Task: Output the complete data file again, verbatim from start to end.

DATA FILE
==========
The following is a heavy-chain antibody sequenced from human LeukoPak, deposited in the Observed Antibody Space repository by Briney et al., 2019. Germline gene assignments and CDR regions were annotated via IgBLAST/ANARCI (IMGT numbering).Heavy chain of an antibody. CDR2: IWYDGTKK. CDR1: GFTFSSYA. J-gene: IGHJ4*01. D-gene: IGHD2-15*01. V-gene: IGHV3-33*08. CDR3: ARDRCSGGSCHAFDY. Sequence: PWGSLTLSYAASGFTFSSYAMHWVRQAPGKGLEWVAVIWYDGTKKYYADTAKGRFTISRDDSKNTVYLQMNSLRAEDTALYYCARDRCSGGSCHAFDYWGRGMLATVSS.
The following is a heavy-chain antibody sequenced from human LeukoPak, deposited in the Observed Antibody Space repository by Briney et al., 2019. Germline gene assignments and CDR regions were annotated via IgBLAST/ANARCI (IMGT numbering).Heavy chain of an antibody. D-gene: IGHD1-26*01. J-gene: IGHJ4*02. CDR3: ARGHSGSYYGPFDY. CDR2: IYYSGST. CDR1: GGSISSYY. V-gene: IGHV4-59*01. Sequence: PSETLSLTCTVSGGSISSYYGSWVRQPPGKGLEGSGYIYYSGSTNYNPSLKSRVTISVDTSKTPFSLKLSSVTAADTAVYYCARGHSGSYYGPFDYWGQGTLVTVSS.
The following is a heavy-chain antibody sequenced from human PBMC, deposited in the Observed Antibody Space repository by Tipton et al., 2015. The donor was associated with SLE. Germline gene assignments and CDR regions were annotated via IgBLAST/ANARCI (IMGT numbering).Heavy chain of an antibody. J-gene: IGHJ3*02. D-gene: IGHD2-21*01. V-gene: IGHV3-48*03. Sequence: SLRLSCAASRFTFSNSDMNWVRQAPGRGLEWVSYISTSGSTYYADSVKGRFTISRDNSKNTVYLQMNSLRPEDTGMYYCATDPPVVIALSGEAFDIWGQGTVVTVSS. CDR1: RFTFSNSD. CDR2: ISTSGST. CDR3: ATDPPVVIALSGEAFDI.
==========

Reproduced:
The following is a heavy-chain antibody sequenced from human LeukoPak, deposited in the Observed Antibody Space repository by Briney et al., 2019. Germline gene assignments and CDR regions were annotated via IgBLAST/ANARCI (IMGT numbering).Heavy chain of an antibody. CDR2: IWYDGTKK. CDR1: GFTFSSYA. J-gene: IGHJ4*01. D-gene: IGHD2-15*01. V-gene: IGHV3-33*08. CDR3: ARDRCSGGSCHAFDY. Sequence: PWGSLTLSYAASGFTFSSYAMHWVRQAPGKGLEWVAVIWYDGTKKYYADTAKGRFTISRDDSKNTVYLQMNSLRAEDTALYYCARDRCSGGSCHAFDYWGRGMLATVSS.
The following is a heavy-chain antibody sequenced from human LeukoPak, deposited in the Observed Antibody Space repository by Briney et al., 2019. Germline gene assignments and CDR regions were annotated via IgBLAST/ANARCI (IMGT numbering).Heavy chain of an antibody. D-gene: IGHD1-26*01. J-gene: IGHJ4*02. CDR3: ARGHSGSYYGPFDY. CDR2: IYYSGST. CDR1: GGSISSYY. V-gene: IGHV4-59*01. Sequence: PSETLSLTCTVSGGSISSYYGSWVRQPPGKGLEGSGYIYYSGSTNYNPSLKSRVTISVDTSKTPFSLKLSSVTAADTAVYYCARGHSGSYYGPFDYWGQGTLVTVSS.
The following is a heavy-chain antibody sequenced from human PBMC, deposited in the Observed Antibody Space repository by Tipton et al., 2015. The donor was associated with SLE. Germline gene assignments and CDR regions were annotated via IgBLAST/ANARCI (IMGT numbering).Heavy chain of an antibody. J-gene: IGHJ3*02. D-gene: IGHD2-21*01. V-gene: IGHV3-48*03. Sequence: SLRLSCAASRFTFSNSDMNWVRQAPGRGLEWVSYISTSGSTYYADSVKGRFTISRDNSKNTVYLQMNSLRPEDTGMYYCATDPPVVIALSGEAFDIWGQGTVVTVSS. CDR1: RFTFSNSD. CDR2: ISTSGST. CDR3: ATDPPVVIALSGEAFDI.